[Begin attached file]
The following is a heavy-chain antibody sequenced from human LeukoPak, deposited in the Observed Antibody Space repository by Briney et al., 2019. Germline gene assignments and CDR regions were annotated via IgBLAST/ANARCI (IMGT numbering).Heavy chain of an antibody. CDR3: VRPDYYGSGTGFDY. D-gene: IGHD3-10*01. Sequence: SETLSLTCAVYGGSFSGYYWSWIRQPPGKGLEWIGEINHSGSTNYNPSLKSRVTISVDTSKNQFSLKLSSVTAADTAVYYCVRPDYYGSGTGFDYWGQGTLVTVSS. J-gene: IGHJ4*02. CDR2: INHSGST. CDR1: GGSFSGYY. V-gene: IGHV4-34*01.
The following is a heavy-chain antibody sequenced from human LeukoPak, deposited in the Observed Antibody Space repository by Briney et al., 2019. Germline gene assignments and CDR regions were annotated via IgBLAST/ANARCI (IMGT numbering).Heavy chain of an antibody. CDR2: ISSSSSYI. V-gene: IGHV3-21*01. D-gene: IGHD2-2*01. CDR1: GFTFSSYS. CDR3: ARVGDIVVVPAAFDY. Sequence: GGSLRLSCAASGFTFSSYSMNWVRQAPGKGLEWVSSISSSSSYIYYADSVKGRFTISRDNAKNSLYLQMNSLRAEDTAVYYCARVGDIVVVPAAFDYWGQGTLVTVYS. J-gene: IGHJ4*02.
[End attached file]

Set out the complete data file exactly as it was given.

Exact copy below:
The following is a heavy-chain antibody sequenced from human LeukoPak, deposited in the Observed Antibody Space repository by Briney et al., 2019. Germline gene assignments and CDR regions were annotated via IgBLAST/ANARCI (IMGT numbering).Heavy chain of an antibody. CDR3: VRPDYYGSGTGFDY. D-gene: IGHD3-10*01. Sequence: SETLSLTCAVYGGSFSGYYWSWIRQPPGKGLEWIGEINHSGSTNYNPSLKSRVTISVDTSKNQFSLKLSSVTAADTAVYYCVRPDYYGSGTGFDYWGQGTLVTVSS. J-gene: IGHJ4*02. CDR2: INHSGST. CDR1: GGSFSGYY. V-gene: IGHV4-34*01.
The following is a heavy-chain antibody sequenced from human LeukoPak, deposited in the Observed Antibody Space repository by Briney et al., 2019. Germline gene assignments and CDR regions were annotated via IgBLAST/ANARCI (IMGT numbering).Heavy chain of an antibody. CDR2: ISSSSSYI. V-gene: IGHV3-21*01. D-gene: IGHD2-2*01. CDR1: GFTFSSYS. CDR3: ARVGDIVVVPAAFDY. Sequence: GGSLRLSCAASGFTFSSYSMNWVRQAPGKGLEWVSSISSSSSYIYYADSVKGRFTISRDNAKNSLYLQMNSLRAEDTAVYYCARVGDIVVVPAAFDYWGQGTLVTVYS. J-gene: IGHJ4*02.